• However the practice has not been barred from the courtroom so witnesses and jurors can still be misled and even if the question is ‘withdrawn’ it has still been heard 

• Work by Yuille & Cutshall suggests that if an incident carries the weight of reality it may be more resistant to distortion than in a lab exercise 

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Describe the care in community program?

Care/Treatment is provided while the patient lives in the community, either at home or in sheltered accommodation/eq; 

• They can call on Community Psychiatric Nurses for support/eq; 

• Care in the community uses drop-in centres, half way houses, and home medication/eq;

 • There will be drop-in centres that provide a 24/7 service/eq; 

• Medication will be self administered for many, though those needing extra support can receive it/eq; 

• Hospitalisation will only be used as a last resort if the person feels they cannot cope/eq; 

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Evaluate the care in the community program?

Poor levels of supervision may mean medication is not taken, leading to dangers for the patient and/or the community/eq; 

• Coping with a mentally ill person may put strain on families leading to further problems/eq;

Potentially improves the quality of life for recipients as they are able to maintain a normal lifestyle(e.g. Trauer et al 2001)/eq; 

• Symptoms /problems of institutionalisation tend to be reduced as a result of living in the community (e.g. Leff 1997)/eq;

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Using an example, outline what is meant by validit

Validity in diagnosis means that the symptoms of the patient match those considered to be present for that disorder/eq; 

• A client diagnosed with schizophrenia using DSM should have at least two symptoms continuously for at least two months or the diagnosis does not fit the necessary criteria so lacks validity/eq; 

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evaluate issues in the diagnosis of mental disord

Successful diagnosis relies on patients being honest and divulging all information to clinicians, something which does not always happen/eq;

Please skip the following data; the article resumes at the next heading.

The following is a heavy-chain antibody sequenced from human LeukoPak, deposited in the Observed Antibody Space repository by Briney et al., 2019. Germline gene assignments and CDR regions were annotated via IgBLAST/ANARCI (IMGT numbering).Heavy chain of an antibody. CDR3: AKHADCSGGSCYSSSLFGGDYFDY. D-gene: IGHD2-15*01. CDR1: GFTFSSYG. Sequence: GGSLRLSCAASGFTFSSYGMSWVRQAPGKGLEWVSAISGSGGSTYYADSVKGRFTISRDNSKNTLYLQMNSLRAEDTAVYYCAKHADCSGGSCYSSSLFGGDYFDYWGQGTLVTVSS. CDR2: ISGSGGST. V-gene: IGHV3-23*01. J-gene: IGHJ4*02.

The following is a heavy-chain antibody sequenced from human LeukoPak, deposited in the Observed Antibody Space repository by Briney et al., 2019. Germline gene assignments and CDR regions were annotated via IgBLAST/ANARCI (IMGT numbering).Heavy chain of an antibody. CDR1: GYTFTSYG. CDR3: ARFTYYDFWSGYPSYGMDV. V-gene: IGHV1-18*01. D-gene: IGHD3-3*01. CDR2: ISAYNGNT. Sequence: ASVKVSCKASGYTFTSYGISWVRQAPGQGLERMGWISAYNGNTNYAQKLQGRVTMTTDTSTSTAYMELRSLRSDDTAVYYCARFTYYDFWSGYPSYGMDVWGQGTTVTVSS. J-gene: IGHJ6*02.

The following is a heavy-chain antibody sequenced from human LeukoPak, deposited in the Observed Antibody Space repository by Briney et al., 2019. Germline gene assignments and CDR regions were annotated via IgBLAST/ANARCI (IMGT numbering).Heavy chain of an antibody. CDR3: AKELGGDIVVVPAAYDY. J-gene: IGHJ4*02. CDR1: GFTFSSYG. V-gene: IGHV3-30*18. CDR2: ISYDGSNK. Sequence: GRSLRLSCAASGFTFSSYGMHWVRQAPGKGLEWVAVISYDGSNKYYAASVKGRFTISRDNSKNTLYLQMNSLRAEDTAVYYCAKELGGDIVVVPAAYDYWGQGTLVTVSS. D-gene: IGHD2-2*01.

• The symptom clusters for disorders have some overlap, so not always possible to successfully distinguish between e.g. bipolar disorder and schizophrenia (e.g. Comer, Rosenhan)/eq; 

• Stereotypes/Expectations held by clinicians/ supported by the phrasing in DSM could create bias meaning some groups are over diagnosed with a particular disorder e.g. Blake 1973/eq

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Describe the findings (results and/or conclusions)

Of 8 pseudopatients, 7 were given a diagnosis of schizophrenia and one person was given a diagnosis of manic depression/eq; 

• 8 pseudopatients were admitted to 12 different hospitals of varying types in five different states in the USA/eq; 

• The average stay was 19 days though the range was from 7 up to 52/eq; 

• At discharge the pseudo-patients were given a diagnosis of schizophrenia in remission/eq; 

• Staff tended to ignore patient requests, invaded privacy and acted in a way that dehumanised patients/eq; 

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Evaluate the study by Rosenhan (1973) ‘On being sa

Clinicians wouldn’t expect those presenting as apparently mentally ill not to be so, so wouldn’t doubt the report of symptoms/eq; 

• The pseudopatients did say they heard a voice so there was deception albeit briefly/eq; 

• Cannot blame staff on wards for interpreting ‘normal’ behaviour as abnormal as context would suggest that patients are ill and therefore would be behaving in abnormal ways/eq; 

• The study has high ecological validity as it was conducted within real psychiatric hospitals/eq; 

• Several different hospitals were used in several different states so there is evidence of some generalisability/eq;